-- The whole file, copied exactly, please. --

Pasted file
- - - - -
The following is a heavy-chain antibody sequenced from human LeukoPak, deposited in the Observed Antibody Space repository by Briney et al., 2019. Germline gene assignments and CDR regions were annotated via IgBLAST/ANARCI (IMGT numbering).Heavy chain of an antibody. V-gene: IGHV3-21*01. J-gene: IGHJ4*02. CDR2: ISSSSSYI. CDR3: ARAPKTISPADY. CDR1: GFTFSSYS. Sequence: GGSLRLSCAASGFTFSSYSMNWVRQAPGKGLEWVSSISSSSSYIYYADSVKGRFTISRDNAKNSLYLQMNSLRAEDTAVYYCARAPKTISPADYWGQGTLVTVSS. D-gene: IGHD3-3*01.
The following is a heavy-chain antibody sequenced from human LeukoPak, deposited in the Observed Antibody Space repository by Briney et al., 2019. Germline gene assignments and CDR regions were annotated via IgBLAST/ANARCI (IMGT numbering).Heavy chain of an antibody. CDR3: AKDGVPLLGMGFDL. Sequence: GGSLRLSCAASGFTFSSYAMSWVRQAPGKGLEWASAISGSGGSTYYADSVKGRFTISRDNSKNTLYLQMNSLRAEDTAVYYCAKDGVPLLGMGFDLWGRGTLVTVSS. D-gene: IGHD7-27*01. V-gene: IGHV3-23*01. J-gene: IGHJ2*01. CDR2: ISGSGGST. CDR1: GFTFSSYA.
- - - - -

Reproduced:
The following is a heavy-chain antibody sequenced from human LeukoPak, deposited in the Observed Antibody Space repository by Briney et al., 2019. Germline gene assignments and CDR regions were annotated via IgBLAST/ANARCI (IMGT numbering).Heavy chain of an antibody. V-gene: IGHV3-21*01. J-gene: IGHJ4*02. CDR2: ISSSSSYI. CDR3: ARAPKTISPADY. CDR1: GFTFSSYS. Sequence: GGSLRLSCAASGFTFSSYSMNWVRQAPGKGLEWVSSISSSSSYIYYADSVKGRFTISRDNAKNSLYLQMNSLRAEDTAVYYCARAPKTISPADYWGQGTLVTVSS. D-gene: IGHD3-3*01.
The following is a heavy-chain antibody sequenced from human LeukoPak, deposited in the Observed Antibody Space repository by Briney et al., 2019. Germline gene assignments and CDR regions were annotated via IgBLAST/ANARCI (IMGT numbering).Heavy chain of an antibody. CDR3: AKDGVPLLGMGFDL. Sequence: GGSLRLSCAASGFTFSSYAMSWVRQAPGKGLEWASAISGSGGSTYYADSVKGRFTISRDNSKNTLYLQMNSLRAEDTAVYYCAKDGVPLLGMGFDLWGRGTLVTVSS. D-gene: IGHD7-27*01. V-gene: IGHV3-23*01. J-gene: IGHJ2*01. CDR2: ISGSGGST. CDR1: GFTFSSYA.